Even though Heartbleed was as serious as it gets with crypto vulnerabilities, as a practical matter we probably all overreacted. No doubt there are still many vulnerable web sites and many more users who never changed their passwords from vulnerable web sites, and the consequences haven't been catastrophic.
The theory was that since so many sites were vulnerable for so long, you should (once the site patched OpenSSL) change your password on all of them. It's unlikely that a lot of sites were so-compromised and mined.
Few people would have bothered even if it were easy, but the fact remains that if you were following best practices with your passwords — making them complex and long and not reusing them, and using a password manager to make that all practical — changing all your potentially-vulnerable passwords is a daunting task. It has to be a manual, one site at a time thing.
When the Heartbleed smoke cleared I asked a couple of vendors about the problem and proposed a solution: a standard web API for changing site password, probably for use by password managers. The information you need to change a password — basically the URL, the userID and the old password — should all be accessible to the password manager.
Some of the potential problems, such as CAPTCHAs, are obvious, but I'd still think there is a way around them, if only through an authorization email to the account on record. Even if that email required you to follow a link and fill out a CAPTCHA it would still be far more automated for the user than if the whole process were manual.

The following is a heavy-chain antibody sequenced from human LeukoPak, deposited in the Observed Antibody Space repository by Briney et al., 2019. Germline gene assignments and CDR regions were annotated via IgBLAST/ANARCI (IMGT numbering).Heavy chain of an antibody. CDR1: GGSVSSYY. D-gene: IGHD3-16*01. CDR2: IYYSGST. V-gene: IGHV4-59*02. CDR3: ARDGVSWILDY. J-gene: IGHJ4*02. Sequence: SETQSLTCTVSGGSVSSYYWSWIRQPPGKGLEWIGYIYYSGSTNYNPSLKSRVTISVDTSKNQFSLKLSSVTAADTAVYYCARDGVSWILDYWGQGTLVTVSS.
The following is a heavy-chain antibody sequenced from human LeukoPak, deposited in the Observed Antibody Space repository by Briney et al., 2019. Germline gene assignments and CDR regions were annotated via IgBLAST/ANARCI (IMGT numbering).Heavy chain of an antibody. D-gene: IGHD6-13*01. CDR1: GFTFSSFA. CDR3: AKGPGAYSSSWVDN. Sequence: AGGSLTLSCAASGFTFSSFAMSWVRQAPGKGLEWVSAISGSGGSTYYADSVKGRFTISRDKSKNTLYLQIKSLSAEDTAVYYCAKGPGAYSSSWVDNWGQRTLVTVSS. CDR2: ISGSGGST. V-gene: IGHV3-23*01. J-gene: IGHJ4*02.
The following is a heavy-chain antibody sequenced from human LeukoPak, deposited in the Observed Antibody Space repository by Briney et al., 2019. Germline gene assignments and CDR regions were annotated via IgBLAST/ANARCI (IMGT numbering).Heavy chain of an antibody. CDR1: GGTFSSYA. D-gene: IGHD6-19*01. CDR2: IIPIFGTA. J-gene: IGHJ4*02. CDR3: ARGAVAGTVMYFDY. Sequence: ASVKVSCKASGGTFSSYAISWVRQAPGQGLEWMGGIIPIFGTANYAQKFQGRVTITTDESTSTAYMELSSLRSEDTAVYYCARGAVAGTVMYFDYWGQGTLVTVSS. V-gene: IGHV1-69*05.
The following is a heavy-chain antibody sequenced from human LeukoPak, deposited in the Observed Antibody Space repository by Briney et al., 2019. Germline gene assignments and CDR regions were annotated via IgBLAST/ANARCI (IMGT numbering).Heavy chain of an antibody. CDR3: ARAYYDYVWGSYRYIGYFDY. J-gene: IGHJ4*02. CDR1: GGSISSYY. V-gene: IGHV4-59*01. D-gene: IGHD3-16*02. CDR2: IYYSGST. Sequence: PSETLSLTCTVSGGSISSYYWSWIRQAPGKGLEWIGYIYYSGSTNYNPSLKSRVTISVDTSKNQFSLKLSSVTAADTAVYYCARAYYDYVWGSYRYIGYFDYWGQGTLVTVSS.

But the vendors told me that they didn't think it could be done reliably. I still don't understand the problem, but they know a lot more about these things than I do, so I'm sure they're right. It's a damn shame.
Automation could also be useful in non-crisis situations. One of those best practices for passwords that nobody follows is to change your passwords periodically. A good password manager could track password age and, at a predetermined interval, offer to change site passwords. If it were an automatic process I would do it.
One person suggested to me that I was looking at it the wrong way, and that the answer to the password problem was OAuth. The official OAuth site defines it as an "authorization framework" which " enables a third-party application to obtain limited access to an HTTP service." This is like when a site offers to let you log in with your Facebook or Google account.
I understand the theory of how OAuth does this, but OAuth has always struck me as a mess. Eran Hammer, the lead project author for the OAuth 2.0 spec felt the same and resigned from the standard committee in mid-2012. He explained his reasons in this blog entry and in the video tirade below (warning, he uses a lot of profanity):
[Warning: NSFW - Lots of profanity] RealtimeConf - "OAuth 2.0 - Looking Back and Moving On" by Eran Hammer from &yet on Vimeo.
Even the user experience with OAuth can be confusing in my experience. I'm also uncomfortable using one of these big services as my identity on some of these other services. I like to maintain the maximum flexibility on them.
The biggest reason nothing has been done about the problem is that it's way down the list of things we need to do in order to make users more secure.
Very few users have proper password practices and industry attention is certainly best-directed to addressing that. Even so, I take the fact that the problem is so difficult as a sign of potential trouble in the future.